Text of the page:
1. Wow! Your daughter’s skill sounds impressive! Fortunately there was no dance at our reception because I’m not sure how moveable my arms would have been. Though I did have pockets! I’m a sucker for pockets so pretty much add them to everything. It was always my chief dissatisfaction with ready-made clothes. They seem to think women don’t need/want pockets. Either that, or it’s a conspiracy to keep us disenfranchised. 😉

  2. I so loved this post. I taught myself to sew when I was 11. My parents put me n my sis on a clothing allowance so I figured sewing was the way to go. When I was pregnant, I made my maternity clothes. When my kids were little I made all their clothes (the most complicated being flannel “feetsie” snap up pajamas and denim overalls for my son). Then when they were toddlers, I started a home tailoring, alterations and repair business that I did for a little over two years. Then I discovered that sewing that many hours a week proved that I had issues with arthritis in my hands (at the ripe old age of 25). So I gave up my sewing business. But I had made enough money to buy a new machine (home/industrial combo by New Home). Now my machine is 40+ years old and still running strong. It gets occasional use for hemming, masks, and remaking men’s shirts into tops for me. My veterinarian does that and I found it inspiring. I did quilting for quite a few years but again, that arthritis thing kicks in pretty quick. The strangest thing is that I can make jewelry including bead weaving, wire weaving and bending, etc without problems. So my jewelry workroom is simply lined with stuff including a fair collection of fabric because one can never totally give it up completely. Plus I occasionally make things like potholders to justify keeping all the sewing stuff.

    Anyway, the last few weeks have been good for me creatively. I’ve made (and sold) two custom wire wrapped Moonstone necklaces. I have the makings for the next one. When I finish it, I will add it to my Etsy shop so I can justify my social nickname.

    1. This was the most delightful comment I’ve had in a long time! A fellow sewing enthusiast! I’ve made all my masks but I’ve never heard of converting men’s shirts into women’s tops — I’ll have to look into that. (The pockets alone would justify it.)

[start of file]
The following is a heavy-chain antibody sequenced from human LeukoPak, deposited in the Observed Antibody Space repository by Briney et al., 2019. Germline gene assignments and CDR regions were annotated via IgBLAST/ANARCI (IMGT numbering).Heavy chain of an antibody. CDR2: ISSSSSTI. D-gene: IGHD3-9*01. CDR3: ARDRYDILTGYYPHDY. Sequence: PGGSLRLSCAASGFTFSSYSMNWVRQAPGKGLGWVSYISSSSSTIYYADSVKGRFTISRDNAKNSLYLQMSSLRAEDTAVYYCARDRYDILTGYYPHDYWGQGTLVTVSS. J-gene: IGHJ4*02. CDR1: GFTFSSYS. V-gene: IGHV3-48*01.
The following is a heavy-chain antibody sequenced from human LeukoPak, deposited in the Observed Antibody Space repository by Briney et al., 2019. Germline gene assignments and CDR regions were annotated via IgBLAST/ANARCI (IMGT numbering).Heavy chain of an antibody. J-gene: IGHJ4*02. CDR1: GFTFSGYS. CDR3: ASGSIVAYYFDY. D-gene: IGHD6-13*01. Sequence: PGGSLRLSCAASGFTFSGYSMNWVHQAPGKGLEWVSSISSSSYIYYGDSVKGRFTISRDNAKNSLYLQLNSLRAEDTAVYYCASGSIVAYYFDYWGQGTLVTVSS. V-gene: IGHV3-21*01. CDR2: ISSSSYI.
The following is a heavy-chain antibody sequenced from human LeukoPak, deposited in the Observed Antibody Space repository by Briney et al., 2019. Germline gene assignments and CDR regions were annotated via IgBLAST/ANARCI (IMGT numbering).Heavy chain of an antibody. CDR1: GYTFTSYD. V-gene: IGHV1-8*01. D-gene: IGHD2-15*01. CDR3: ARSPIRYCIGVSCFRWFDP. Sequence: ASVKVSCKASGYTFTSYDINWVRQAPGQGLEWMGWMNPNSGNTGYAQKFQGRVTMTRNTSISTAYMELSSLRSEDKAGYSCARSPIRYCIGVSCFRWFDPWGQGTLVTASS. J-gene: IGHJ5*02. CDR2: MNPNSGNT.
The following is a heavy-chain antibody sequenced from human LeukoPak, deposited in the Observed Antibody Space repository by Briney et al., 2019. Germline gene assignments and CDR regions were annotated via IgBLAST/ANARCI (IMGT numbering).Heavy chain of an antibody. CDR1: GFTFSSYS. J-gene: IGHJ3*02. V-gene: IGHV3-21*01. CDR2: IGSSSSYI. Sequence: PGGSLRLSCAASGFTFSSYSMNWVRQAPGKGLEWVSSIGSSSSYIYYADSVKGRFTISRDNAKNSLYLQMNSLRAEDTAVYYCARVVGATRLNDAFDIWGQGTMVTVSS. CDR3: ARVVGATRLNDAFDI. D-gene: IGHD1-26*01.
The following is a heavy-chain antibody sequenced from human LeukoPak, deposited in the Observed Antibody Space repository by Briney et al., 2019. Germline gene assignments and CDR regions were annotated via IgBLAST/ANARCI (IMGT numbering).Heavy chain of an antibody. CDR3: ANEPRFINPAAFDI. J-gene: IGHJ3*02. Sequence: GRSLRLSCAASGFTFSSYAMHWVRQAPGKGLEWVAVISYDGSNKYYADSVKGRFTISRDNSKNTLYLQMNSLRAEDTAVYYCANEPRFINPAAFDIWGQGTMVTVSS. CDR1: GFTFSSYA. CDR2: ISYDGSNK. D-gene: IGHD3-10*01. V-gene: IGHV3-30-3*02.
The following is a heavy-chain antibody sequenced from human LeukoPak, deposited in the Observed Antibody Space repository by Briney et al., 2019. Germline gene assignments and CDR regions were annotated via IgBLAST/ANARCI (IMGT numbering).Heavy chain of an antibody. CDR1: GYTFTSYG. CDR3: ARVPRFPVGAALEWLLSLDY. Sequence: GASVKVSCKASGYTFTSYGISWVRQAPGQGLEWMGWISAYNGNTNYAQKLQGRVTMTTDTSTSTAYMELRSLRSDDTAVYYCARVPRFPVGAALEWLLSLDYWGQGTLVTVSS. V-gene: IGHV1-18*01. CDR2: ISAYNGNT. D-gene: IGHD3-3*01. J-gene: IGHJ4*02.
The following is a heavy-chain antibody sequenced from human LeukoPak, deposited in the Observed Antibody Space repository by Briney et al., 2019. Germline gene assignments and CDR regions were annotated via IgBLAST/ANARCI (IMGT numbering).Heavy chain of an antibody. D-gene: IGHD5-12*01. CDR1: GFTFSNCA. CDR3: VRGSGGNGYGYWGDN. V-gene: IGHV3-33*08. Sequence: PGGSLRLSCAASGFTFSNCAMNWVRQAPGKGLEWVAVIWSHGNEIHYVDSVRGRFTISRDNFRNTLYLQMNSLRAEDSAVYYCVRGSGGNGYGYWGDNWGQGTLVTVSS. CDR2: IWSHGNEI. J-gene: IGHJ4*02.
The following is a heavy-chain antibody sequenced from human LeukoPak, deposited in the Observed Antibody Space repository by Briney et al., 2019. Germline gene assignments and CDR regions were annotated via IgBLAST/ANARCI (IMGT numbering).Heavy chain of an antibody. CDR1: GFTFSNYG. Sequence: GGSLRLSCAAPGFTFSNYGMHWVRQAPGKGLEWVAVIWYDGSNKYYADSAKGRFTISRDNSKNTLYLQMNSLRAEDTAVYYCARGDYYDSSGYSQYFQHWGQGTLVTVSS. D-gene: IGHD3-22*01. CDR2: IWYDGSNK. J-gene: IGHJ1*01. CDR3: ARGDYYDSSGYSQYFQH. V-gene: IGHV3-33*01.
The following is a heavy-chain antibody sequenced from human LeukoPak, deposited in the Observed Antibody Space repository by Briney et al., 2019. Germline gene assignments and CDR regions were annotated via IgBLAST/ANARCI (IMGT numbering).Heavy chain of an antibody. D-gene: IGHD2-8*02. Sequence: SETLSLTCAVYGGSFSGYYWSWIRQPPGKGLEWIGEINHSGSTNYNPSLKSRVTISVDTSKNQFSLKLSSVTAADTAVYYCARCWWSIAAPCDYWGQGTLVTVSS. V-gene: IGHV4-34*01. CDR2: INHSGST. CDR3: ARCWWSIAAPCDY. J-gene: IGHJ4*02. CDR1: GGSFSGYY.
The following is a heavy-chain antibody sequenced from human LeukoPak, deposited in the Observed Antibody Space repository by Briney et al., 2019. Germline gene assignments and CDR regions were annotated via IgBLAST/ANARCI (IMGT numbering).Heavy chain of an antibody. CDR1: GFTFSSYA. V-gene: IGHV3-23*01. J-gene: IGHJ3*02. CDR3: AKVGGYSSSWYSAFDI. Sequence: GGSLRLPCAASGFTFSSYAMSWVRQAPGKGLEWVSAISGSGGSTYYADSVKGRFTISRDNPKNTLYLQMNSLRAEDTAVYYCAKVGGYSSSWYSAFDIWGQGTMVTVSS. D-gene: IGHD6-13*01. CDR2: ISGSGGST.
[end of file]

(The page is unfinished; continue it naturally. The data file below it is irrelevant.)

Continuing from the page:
Strange how beading works for you and sewing doesn’t, but I know someone else with the same problem. I suppose it’s just the different muscles you use, something like that. In any case, awfully glad you’re able to keep your creative juices flowing. Life would get a little a monotonous I think, without a fun project to tackle. 🙂

      1. For altering men’s shirts for women – the biggest thing is taking in the sleeves and sides which usually you can do with a single seam running from the bottom of the sleeve, then tapered from the armhole to about the waist. Of course most sleeve lengths can be shortened and most hems can be taken up. I just love some of the materials and, as you said, nice to have pockets. Plus it’s hard to find fun prints in a collared button up shirt for women. I’ve actually gotten compliments on Hawaiian print shirts with people not believing they were a man’s shirt until I point out the front buttons being opposite (why did they ever start doing that anyway??).

        If there’s anything good that’s come from Covid-19, it’s that more women are getting out their sewing machines. I made masks for my family from, what else, old men’s shirts (that were too worn to make into shirts for me). Oh and I forgot, my husband has a 27″ inseam so I always have to hem his jeans / pants. And have hemmed a fair number of jackets of his as well. He would be expensive maintenance wise if I didn’t sew.

  3. I love how the kitties are sitting up – posing for their picture. 🙂

    I can’t sew. Well, I sort of can. I sewed my fingers together in grade nine home ec. class and then got kicked out because the teacher thought I did it on purpose to get kicked out. Umm, there might be some logic in there, but I’m not sure where. 😉 It was entertaining sitting outside the principal’s office listening to the teacher and my mom get into a shouting match, though. I think the principal had the patience of Job – you did NOT want to get into an argument with my mom. I got re-assigned to odd jobs around the school – no homework! That was a good thing because everything else was loaded with homework. Anyway, you are very talented! 🙂

    I remember the great deals you could find in Phoenix. The second-hand stores were great – and you’re right, price tags still on many things, or it was clear that they maybe had been worn once or twice.

    You and your husband look sooo young. Didn’t we all? 🙂

    1. Hey, a girl in my home ec class sewed her fingers together! But I don’t think she was kicked out — frankly, it seems like there might be a easier, less painful way to do that. 😉
      As much as I loved home ec, I never understood why girls automatically had it and the boys got woodshop. Of course, others thought the same thing but rather than have both sexes take both classes or at least have the option of choosing, they just did away with both.
      *sigh*

      Phoenix really is a great place for thrifting. Especially 7th Avenue — my daughter and I would spend many a Saturday checking them out.

  4. Looks like you have a great new setup!
    Like you, I haven’t sewn much in a long time, though I do shorten all my own slacks!
    I bought a very expensive Husquvarna electronic sewing machine decades ago when my daughters were first starting to sew. The salesman sold me on it because tension and all the other adjustments were simply a push of a few buttons – and it never needed oiling. Perfect for new seamstresses! 35 years of use and the machine has only had one servicing.